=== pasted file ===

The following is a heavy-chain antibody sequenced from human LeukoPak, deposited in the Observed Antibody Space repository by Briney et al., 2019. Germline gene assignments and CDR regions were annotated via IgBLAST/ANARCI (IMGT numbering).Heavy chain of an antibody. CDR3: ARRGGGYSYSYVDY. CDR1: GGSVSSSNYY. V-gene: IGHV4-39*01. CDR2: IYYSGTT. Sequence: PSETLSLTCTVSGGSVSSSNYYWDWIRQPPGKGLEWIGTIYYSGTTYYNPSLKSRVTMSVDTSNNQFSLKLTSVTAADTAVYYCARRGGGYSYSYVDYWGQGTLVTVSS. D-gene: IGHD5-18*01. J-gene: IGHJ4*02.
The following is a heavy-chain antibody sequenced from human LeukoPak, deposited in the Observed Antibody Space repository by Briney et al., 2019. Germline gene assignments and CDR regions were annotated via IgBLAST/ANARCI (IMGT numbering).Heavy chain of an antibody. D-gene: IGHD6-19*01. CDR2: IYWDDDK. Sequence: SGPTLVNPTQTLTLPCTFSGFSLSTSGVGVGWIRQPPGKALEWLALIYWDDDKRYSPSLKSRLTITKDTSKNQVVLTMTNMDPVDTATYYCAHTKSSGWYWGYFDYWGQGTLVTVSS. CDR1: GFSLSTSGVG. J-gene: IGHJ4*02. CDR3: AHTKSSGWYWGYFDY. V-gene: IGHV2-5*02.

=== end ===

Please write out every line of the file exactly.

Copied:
The following is a heavy-chain antibody sequenced from human LeukoPak, deposited in the Observed Antibody Space repository by Briney et al., 2019. Germline gene assignments and CDR regions were annotated via IgBLAST/ANARCI (IMGT numbering).Heavy chain of an antibody. CDR3: ARRGGGYSYSYVDY. CDR1: GGSVSSSNYY. V-gene: IGHV4-39*01. CDR2: IYYSGTT. Sequence: PSETLSLTCTVSGGSVSSSNYYWDWIRQPPGKGLEWIGTIYYSGTTYYNPSLKSRVTMSVDTSNNQFSLKLTSVTAADTAVYYCARRGGGYSYSYVDYWGQGTLVTVSS. D-gene: IGHD5-18*01. J-gene: IGHJ4*02.
The following is a heavy-chain antibody sequenced from human LeukoPak, deposited in the Observed Antibody Space repository by Briney et al., 2019. Germline gene assignments and CDR regions were annotated via IgBLAST/ANARCI (IMGT numbering).Heavy chain of an antibody. D-gene: IGHD6-19*01. CDR2: IYWDDDK. Sequence: SGPTLVNPTQTLTLPCTFSGFSLSTSGVGVGWIRQPPGKALEWLALIYWDDDKRYSPSLKSRLTITKDTSKNQVVLTMTNMDPVDTATYYCAHTKSSGWYWGYFDYWGQGTLVTVSS. CDR1: GFSLSTSGVG. J-gene: IGHJ4*02. CDR3: AHTKSSGWYWGYFDY. V-gene: IGHV2-5*02.